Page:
It’s a while since I’ve driven the soft-top Mk4, but on first acquaintance with the RF I’m willing to go out on a limb and say I actually prefer its handling characteristics; body roll feels less pronounced and it shares the same lively but predictable handling balance in extremis.
We’ll have to wait until we can drive the soft-top and the RF back to back for a more definitive verdict, however. I know, cop out, cop out…
Is there a catch? Apart from the higher price tag?
While the MX-5 RF is undoubtedly quieter and more refined than the MX-5 soft-top with the roof up, when the roof’s open the opposite is true. There’s an awful lot of wind noise above and behind your head, a little like a 911 Targa. Enough to require you to raise your voice considerably to continue a conversation above 55mph or so, and enough to spoil the experience a little.
Rear visibility past the buttresses isn’t brilliant, but nor is over the shoulder vision in the soft-top. And the styling won’t be for everyone; from some angles it looks great, from others (rear three quarter especially) a little awkward, like it’s wearing a hat that doesn’t quite fit. I kinda like it; it’s different.
The more conventional-looking Mk3 MX-5 Roadster Coupe folding hard-top outsold its soft-top sibling 80:20 in the UK. Balance for the more divisively styled, more expensive RF is forecast to be anywhere from 50:50 to 70:30. It’s a deliberately slightly different direction for the MX-5, the thinking being that the RF might appeal to a customer base who wouldn’t ordinarily have considered buying a Miata.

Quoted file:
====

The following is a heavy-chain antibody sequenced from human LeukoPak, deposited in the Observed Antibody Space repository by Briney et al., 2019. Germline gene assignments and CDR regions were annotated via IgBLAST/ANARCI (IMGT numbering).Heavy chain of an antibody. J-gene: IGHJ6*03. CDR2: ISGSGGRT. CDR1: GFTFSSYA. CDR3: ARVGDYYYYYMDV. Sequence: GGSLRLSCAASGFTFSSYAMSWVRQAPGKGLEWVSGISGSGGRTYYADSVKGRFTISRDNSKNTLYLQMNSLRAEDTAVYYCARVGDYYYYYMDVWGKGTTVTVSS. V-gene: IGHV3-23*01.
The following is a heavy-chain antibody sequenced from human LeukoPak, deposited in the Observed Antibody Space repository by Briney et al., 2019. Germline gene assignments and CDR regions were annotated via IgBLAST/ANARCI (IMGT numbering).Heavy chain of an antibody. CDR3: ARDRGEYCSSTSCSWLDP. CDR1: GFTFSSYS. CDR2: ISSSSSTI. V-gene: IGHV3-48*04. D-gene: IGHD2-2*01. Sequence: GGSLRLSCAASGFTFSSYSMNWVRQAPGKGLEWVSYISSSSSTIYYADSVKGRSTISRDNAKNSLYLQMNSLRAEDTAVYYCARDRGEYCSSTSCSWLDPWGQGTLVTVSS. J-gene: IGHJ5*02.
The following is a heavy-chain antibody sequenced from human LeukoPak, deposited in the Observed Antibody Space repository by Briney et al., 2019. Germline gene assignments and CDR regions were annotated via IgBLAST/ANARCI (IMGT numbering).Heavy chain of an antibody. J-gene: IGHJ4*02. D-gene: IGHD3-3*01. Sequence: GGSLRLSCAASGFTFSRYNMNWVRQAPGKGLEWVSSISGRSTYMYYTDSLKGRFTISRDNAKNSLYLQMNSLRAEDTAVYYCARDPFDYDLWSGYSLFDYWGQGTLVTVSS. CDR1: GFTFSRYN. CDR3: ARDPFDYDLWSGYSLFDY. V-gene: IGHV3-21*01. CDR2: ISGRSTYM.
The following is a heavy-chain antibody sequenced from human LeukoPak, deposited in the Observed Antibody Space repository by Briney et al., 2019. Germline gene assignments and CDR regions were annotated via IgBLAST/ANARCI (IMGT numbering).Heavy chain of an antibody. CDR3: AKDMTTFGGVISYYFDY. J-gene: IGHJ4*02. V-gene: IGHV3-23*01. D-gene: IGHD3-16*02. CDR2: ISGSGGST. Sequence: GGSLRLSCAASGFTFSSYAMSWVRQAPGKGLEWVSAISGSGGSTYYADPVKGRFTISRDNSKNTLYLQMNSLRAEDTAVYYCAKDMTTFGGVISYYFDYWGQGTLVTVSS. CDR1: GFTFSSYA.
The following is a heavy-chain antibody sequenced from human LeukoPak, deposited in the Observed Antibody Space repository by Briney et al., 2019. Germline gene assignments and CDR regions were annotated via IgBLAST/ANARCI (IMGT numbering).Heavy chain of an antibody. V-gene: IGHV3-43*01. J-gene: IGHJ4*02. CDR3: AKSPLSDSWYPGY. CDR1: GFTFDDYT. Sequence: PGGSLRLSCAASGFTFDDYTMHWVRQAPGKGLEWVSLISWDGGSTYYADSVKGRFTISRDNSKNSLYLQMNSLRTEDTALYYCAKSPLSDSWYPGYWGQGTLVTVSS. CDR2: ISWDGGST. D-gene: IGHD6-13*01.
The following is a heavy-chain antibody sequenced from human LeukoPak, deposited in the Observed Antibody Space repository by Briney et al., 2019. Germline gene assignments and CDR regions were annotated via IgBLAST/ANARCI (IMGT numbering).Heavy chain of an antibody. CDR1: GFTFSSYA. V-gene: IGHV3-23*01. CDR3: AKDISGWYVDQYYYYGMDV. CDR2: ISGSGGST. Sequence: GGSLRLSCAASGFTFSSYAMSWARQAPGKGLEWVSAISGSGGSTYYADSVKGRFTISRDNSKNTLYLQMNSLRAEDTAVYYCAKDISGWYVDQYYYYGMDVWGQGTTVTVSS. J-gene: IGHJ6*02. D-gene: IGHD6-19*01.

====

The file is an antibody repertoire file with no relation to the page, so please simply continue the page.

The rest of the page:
The regular MX-5’s open-in-three-seconds soft top is such a neat design that it’s hard to recommend the heavier, more complex, more expensive RF in its place unless you’re particularly taken with the styling.
With the roof up, it’s markedly quieter and more comfortable, but when the roof’s down the resonant wind noise is annoying enough to negate the extra refinement with it closed. Still, there’s no penalty in boot space, and on first acquaintance, no penalty in handling either – if anything, the RF is slightly sweeter dynamically than the soft-top.
There’s another sports car in the world, an idiosyncratic, slightly oddly dressed but undoubtedly stylish one, and that’s cause to celebrate. If you like the cut of the RF’s retractable jib, and only plan to open the roof occasionally, there’s real appeal here.